Colorado’s Masterpiece Cakeshop and its owner, Jack Phillips, continue to be the subject of litigation over whether the First Amendment protects their right to refuse certain custom cake requests by LGBTQ customers even though the Colorado Anti-Discrimination Act (CADA) bars such discrimination.
Last week, a Colorado appeals court ruled in favor of customer Autumn Scardina, a transgender woman who filed suit against Masterpiece Cakeshop under the CADA law for refusing to make her a pink birthday cake with blue frosting to celebrate not only her birthday but her transition from a man to a woman.
The appeals court affirmed the decision of the trial court, which rejected Masterpiece’s Free Speech claim on the ground that without any letters or symbols, a pink cake with blue frosting is not inherently expressive and is thus not constitutionally protected speech. The court also rejected Phillips’ religious Free Exercise claim:
[A] proprietor’s actions based on their religious beliefs must be considered in light of a customer’s right to be free from discrimination based on their protected status. The Supreme Court has long held that the Free Exercise Clause does not relieve a person from the obligation to comply with a neutral law of general applicability. Both our state and federal courts have concluded that CADA is a neutral law of general applicability.
Phillips announced his intention to appeal this ruling. Importantly, the long-running case (the request and refusal took place in 2017) brings with it several procedural disputes and technical questions of law. The case may ultimately be resolved by one of those questions rather than the underlying constitutional issue. If so, it wouldn’t be the first time that has happened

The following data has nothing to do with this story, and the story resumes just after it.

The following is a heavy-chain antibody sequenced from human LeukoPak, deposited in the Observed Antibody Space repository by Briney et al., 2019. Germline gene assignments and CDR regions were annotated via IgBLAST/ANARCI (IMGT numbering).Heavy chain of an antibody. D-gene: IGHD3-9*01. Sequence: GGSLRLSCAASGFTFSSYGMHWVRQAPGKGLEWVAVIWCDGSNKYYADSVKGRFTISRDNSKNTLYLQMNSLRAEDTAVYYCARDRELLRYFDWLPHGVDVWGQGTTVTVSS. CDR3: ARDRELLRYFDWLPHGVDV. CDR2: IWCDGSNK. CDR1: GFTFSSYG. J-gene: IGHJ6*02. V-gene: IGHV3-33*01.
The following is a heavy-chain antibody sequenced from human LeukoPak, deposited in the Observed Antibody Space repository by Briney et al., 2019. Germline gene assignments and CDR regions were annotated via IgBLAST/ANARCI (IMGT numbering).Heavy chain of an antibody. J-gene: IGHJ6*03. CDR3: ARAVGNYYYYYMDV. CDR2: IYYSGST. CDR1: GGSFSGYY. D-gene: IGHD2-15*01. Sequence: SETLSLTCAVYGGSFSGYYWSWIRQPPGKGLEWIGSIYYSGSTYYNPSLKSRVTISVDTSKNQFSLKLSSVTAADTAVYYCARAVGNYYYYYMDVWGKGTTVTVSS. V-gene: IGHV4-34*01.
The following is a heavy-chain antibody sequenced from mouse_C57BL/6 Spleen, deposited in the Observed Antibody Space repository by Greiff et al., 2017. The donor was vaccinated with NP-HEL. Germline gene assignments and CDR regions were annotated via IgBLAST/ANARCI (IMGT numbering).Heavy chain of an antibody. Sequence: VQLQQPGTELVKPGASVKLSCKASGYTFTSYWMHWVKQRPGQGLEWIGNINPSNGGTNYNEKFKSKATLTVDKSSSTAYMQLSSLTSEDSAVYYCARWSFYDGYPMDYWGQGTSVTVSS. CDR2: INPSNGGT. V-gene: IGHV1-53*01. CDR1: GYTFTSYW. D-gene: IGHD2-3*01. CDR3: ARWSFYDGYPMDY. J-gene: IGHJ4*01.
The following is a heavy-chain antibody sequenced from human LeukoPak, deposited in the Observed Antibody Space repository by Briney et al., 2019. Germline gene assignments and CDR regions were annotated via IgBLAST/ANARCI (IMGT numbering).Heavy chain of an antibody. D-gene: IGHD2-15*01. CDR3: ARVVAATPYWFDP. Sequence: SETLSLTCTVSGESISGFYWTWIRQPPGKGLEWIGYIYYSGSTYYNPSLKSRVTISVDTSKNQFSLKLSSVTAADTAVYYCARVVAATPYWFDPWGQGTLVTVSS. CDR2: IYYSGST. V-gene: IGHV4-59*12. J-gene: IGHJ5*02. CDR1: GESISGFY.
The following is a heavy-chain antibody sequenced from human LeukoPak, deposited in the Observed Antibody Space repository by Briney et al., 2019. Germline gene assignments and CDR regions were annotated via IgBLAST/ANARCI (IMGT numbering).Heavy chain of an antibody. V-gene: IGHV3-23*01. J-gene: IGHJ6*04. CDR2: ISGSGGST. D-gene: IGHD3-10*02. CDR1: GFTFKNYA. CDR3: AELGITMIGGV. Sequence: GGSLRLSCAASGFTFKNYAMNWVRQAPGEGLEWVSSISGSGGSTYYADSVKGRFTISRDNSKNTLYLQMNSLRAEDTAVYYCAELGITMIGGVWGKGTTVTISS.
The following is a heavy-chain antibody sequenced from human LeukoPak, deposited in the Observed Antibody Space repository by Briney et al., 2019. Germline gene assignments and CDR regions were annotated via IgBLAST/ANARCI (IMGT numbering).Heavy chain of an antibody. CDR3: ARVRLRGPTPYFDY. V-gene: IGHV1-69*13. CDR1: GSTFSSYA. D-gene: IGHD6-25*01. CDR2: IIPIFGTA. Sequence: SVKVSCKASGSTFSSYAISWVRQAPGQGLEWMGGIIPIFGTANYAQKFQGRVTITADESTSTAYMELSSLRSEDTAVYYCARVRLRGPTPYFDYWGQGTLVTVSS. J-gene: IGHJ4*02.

A previous case involving Masterpiece’s refusal to provide a cake for a same-sex marriage celebration went all the way to the U.S. Supreme Court. In 2018, the Court issued a 7-2 ruling in favor of Phillips and his business, but it based the decision only on its finding that comments from officials demonstrated the Colorado Civil Rights Commission failed to give “neutral and respectful consideration” to owner Jack Phillips’ religious objection. As BJC noted at the time, the Court’s narrow opinion avoided ruling on whether or not the service refusal actually violated the law, leaving the door open for this and other cases to raise factual variations of that same question.
The Supreme Court is already considering another case involving the same Colorado law. 303 Creative v. Elenis is a Free Speech case brought by a web designer who wishes to create wedding websites but not for same-sex marriages (BJC’s Amanda Tyler and Holly Hollman discussed the case on an episode of their podcast Respecting Religion). Oral arguments were held in December. The outcome of that case – expected by June of this year – may also impact Scardina v. Masterpiece. Stay tuned.